WordPress Plugins, “activate”, Initial Content and Flow

I was working on a site for a client at work the other day when I ran into an issue that was somewhat puzzling. I was given an XML file with about 1500 records, and needed to get that data entered into WordPress… was it easy? Well, yes and no, more frustrating than anything.

I’ve been using the WordPress Plugin Boilerplate a lot lately as a starting point to plugin development. It’s fantastic, and it allows my team at work to all be on the same page as far as how we should be building plugins. I set up a custom post type and a custom taxonomy in the “init” hook, and then set up a simple XML parser to read the data when the plugin is activated and enter it as the newly created custom post type (obviously I did checks to see if the content had already been entered in case the plugin was deactivated and re-activated).

I created everything and then just had output print to the screen, rather then enter the content immediately to make sure my flow was correct. Once I verified everything was good to go, this is where I hit my snag. The plugin was throwing an error which I discovered was happening when I was attempting to create a taxonomy term based on the XML data.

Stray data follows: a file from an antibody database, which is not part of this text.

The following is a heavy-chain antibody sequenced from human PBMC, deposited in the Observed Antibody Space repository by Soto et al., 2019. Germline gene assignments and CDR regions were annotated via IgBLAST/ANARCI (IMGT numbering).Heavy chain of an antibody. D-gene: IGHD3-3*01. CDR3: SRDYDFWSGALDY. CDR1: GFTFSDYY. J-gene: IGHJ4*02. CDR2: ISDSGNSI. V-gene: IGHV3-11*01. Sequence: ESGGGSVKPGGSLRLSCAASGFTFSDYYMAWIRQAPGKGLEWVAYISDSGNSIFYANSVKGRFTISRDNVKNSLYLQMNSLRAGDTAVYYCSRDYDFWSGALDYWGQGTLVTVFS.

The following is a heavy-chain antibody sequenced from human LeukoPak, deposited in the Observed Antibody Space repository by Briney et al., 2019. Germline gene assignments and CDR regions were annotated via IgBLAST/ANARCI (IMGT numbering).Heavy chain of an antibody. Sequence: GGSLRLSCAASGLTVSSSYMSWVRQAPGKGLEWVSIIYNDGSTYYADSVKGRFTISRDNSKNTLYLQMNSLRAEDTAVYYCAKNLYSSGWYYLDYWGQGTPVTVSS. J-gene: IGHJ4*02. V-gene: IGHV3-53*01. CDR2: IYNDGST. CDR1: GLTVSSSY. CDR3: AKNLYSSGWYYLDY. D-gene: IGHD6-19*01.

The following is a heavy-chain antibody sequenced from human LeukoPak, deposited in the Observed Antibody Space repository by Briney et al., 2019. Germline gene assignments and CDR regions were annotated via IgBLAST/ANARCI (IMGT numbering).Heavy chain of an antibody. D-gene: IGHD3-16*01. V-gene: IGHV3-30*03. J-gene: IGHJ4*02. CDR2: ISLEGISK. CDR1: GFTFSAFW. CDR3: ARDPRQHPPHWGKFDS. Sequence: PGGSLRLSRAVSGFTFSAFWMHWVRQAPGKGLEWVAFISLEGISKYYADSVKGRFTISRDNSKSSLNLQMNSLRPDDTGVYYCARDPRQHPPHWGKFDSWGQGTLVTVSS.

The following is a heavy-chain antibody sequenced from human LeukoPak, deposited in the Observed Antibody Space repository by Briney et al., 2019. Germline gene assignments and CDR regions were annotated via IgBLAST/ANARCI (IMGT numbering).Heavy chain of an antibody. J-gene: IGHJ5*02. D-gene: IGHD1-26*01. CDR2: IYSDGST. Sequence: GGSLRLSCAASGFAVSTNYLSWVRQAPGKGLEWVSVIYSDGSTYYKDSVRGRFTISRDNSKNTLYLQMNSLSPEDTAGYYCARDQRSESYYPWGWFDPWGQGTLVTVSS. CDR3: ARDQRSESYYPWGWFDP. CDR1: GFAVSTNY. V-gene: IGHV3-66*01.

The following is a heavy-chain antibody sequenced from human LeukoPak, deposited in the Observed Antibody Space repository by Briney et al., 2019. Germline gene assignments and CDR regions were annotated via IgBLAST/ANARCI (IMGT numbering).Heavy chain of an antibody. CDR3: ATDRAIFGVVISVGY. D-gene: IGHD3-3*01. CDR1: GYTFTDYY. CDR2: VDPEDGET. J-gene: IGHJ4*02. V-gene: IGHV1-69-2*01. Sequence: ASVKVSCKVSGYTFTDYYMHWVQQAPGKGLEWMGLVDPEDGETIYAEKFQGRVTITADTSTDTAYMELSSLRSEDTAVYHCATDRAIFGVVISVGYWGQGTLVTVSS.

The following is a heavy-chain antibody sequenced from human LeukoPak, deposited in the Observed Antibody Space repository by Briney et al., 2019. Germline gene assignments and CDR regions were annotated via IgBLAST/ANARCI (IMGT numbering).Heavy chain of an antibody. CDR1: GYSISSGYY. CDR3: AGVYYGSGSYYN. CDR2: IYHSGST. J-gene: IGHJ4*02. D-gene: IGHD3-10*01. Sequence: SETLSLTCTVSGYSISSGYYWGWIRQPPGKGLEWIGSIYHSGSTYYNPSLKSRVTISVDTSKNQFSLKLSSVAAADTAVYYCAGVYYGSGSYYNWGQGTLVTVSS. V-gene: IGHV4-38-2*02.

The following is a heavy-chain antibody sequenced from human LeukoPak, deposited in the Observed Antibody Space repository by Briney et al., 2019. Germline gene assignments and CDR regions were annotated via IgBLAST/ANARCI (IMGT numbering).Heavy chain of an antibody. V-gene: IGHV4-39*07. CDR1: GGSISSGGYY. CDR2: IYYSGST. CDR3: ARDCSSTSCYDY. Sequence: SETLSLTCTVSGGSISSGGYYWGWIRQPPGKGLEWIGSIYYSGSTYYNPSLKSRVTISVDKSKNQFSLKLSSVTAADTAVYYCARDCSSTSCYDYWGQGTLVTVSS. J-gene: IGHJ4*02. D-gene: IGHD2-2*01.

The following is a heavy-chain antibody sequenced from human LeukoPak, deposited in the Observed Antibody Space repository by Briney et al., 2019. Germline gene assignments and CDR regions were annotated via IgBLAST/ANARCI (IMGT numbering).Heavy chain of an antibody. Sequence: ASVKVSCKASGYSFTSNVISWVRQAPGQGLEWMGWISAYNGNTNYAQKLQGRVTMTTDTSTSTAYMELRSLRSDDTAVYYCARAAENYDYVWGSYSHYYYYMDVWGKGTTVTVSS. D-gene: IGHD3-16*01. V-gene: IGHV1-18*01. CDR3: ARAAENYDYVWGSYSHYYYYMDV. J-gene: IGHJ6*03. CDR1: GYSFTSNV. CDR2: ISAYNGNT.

The issue, I discovered soon thereafter, was found in the wp-admin/plugins folder at line 150 (WP 3.5.2).

do_action('activate_' . $plugin);
exit;

Basically, when the “activate” hook is called, that’s it. It doesn’t enter the typical action flow outlined here in the WP Codex.

The solution, ugly as it may be, was to add manual calls to the hook functions that would normally be called in “init” to create my custom post type and custom taxonomy. It’s not a solution I’m particularly proud of, but it worked and doesn’t appear to be causing any real issues.

Has anyone else ever run into a similar situation? If so, how did you handle it?